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A protective plastic coating protects a variety of our flat optics, such as optical windows, optical mirrors, and beamsplitters, from scratches during shipping. It can be easily removed prior to use with the quick methods shown in this two minute video. Patrick McKenna, R&D Engineer, demonstrates how to safely and effectively remove the protective plastic coating from a standard N-BK7 window using two methods: Scotch® tape and bamboo tweezers. For additional information, read our Frequently Asked Questions: Optics (http://www.edmundoptics.com/faq-mirrors/).
How do I clean over 21 square feet of oxidized clear plastic on my solar heat panels? It seems every fall, I have to try and do this to improve the solar heat collection.
I’ve tried window cleaner, plastic cleaners and even though about using a clear plastic headlight restoration kit, but those are expensive and I would likely need many kits to cover the area I need.
I found videos here on Youtube about using toothpaste or other concoctions which might work on a relatively small headlight, but I have over 21 square feet (2 square meters) to clean.
So then I found a video by “Corolla” Mike S about using baking soda and Murphy’s Oil Soap:
This is a safe, non-toxic and low cost option to cleaning clear plastic. The oil soap is made with a plant-based oil so should be safe for use on plastic. The baking soda is a very mild abrasive, so should help to remove the oxidation without scratching the plastic. And to top it off, the cost is well under $1 to mix up enough paste to clean my panels.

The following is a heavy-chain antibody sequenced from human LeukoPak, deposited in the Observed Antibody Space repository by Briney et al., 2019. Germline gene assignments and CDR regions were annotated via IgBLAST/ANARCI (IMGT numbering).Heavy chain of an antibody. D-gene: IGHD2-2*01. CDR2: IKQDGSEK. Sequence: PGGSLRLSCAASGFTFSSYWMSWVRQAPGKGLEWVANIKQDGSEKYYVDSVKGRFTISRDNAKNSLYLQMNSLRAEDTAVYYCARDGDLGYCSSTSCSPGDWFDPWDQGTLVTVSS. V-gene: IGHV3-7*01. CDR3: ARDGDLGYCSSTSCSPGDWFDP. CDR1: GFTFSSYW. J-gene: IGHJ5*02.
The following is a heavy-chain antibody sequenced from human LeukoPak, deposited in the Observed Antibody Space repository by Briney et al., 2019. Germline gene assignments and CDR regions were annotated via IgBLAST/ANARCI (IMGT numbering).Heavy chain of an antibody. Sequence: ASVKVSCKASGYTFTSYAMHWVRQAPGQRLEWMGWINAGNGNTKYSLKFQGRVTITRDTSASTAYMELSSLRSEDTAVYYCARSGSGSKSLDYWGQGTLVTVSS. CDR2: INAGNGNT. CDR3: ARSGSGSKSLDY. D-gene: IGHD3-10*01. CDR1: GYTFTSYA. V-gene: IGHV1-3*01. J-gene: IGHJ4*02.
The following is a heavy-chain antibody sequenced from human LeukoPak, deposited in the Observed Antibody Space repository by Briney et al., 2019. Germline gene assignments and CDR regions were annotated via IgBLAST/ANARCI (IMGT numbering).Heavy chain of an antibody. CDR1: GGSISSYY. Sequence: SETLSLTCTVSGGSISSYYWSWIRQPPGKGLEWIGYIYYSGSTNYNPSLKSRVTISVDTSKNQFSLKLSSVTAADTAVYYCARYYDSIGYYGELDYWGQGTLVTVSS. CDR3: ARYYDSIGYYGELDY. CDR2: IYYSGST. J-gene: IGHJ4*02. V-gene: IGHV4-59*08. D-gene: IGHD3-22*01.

You can hear the initial scrubbing sound in the video and as that quiets down, that tells you to move to another area as the oxidation has been removed. The cleaner removed easy with water but I left the majority in place and let overnight rains rinse it away.
An application of 303 Aerospace Protectant and a little buffing wrapped up the cleaning process:
As noted, I do see a little discoloration inside the panels as I think some moisture is getting inside and then dust from the air sticks to that. So at some point, I’ll have to remove the plastic and clean the inside before resealing it in place.
But this is the best cleaning method I have found in terms of effectiveness, ease of application and cost. I hope you found this tip helpful, thanks to Mike S for the original idea, be sure to check out his video link.
Thanks for watching!